Don’t we all just love the confusing labels and varietals? Syrah/Shiraz; Muscat/Muscato; It seems like it never ends sometimes. It’s no wonder wine is so confusing and intimidating to everyone. I feel your pain. I do.
It was only about a month ago that I was half paying attention and grabbed a bottle labeled “Pinot Grigio” without noticing it came from a winery in Napa, and I was stupified when I opened the bottle. It’s not that it wasn’t good, but it wasn’t the Pinot Grigio I had been looking forward too all day. It was heavier, more perfumey and more full. It was more like a Pinot Gris. Not only that but I thought “How is this Pinot Grigio if it’s American? Pinot Grigio is Italian. HUH?”
That experience made me delve into the issue of Pinot Grigio vs. Pinot Gris because here’s what can be confusing – it’s the exact same grape. Pinot Grigio IS the Pinot Gris grape. I had known this all along, but I had never been faced with an American bottle of Pinot Grigio. Usually any wine that is Pinot Gris is labeled as such with the exception of Italy which calls it “Pinot Grigio”. I looked at it like it was a freak unicorn with two heads. Although these two wines are the exact same grape, they are quite different from one another on many levels.
Pinot Grigio is made from pinto gris grapes grown in Italy and has a very distinctive style; Usually one that is light, crispy and fresh with a vibrant stone finish. It reminds me of biting into a fresh green apple. It is also best served with lighter fare grilled fish, shrimp and salads.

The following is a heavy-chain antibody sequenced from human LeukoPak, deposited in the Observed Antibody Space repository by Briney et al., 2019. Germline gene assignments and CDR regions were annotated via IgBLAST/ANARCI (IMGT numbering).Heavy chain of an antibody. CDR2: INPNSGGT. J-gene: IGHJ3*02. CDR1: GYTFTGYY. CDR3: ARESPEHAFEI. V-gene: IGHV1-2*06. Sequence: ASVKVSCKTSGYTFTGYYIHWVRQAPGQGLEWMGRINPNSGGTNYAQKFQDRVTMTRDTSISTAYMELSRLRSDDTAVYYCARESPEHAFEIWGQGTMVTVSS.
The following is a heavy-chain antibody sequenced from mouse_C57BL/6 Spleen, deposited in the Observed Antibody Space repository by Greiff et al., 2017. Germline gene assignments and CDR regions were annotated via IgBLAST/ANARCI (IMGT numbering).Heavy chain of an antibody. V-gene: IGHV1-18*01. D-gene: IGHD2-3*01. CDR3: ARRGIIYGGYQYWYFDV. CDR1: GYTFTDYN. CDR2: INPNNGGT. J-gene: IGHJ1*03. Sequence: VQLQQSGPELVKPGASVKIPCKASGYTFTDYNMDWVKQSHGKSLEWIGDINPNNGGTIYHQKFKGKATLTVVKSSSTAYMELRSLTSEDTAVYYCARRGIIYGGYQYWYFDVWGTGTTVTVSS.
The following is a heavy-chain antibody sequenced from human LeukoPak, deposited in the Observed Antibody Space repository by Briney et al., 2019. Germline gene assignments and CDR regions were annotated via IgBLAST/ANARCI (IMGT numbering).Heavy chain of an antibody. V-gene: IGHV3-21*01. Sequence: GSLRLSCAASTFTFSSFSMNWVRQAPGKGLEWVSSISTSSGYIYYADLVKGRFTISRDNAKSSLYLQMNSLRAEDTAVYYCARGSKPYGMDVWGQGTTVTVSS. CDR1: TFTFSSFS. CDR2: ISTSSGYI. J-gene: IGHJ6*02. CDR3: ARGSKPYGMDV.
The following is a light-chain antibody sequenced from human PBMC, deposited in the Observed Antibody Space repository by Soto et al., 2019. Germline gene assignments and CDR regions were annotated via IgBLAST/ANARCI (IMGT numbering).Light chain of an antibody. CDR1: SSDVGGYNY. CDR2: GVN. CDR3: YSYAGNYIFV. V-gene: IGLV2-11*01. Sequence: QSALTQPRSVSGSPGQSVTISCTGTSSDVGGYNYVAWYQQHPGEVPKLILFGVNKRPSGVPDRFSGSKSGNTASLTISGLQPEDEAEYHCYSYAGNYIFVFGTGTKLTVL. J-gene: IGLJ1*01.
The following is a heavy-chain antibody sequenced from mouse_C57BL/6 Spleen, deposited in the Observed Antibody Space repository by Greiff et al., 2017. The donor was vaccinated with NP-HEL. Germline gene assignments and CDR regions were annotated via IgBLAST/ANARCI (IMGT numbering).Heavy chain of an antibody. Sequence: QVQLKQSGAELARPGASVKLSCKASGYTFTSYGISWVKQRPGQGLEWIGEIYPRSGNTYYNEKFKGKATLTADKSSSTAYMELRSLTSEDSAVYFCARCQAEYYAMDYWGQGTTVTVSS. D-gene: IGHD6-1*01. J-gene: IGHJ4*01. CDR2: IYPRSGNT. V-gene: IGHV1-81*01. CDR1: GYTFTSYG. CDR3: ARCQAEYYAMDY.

Pinot Gris, on the other hand, is heavier with more richness and hails from France with most of it being produced in Alsace (my absolute fave wine region for Riesling and Gewürztraminer btw). It is best paired with richer foods such as stews, chicken casseroles and hard cheeses.
Although Pinot Gris is grown all over the world today, Italy is the boss of this grape because it is the Italians that made this once not-so-popular grape into a world-wide sensation.
So going back to my original confusion that evening (bringing this back full circle) – How is an American winery billing a wine as a Pinot Grigio when it’s clearly not Italian? Most likely because it’s the Pinot Grigio style the winemaker was going for – lighter and crispier as opposed to the Pinot Gris style of heavier and richer. And that’s basically it.
If all varietals tasted the same regardless of where they were grown then there would not be hundreds, if not thousands, of taste profiles of wines. The taste starts with the soil and blossoms outward. Although the style was meant to be the Italian Pinot Grigio style, it wasn’t 100% and can never be. The taste of Pinot Grigio even changes depending on what region of Italy it’s made in because of soil and weather differences.
Just like any other wine, finding your personal style is going to be key when purchasing. I personally enjoy Pinot Grigio over Pinot Gris because my white wine style is lighter and stoney with more minerality. And as I discovered this eye-opening evening, I prefer my Pinot Grigio to come directly from Italy.
If you’ve tried both I would love to hear your style and which you prefer! Both are wonderful in their unique way.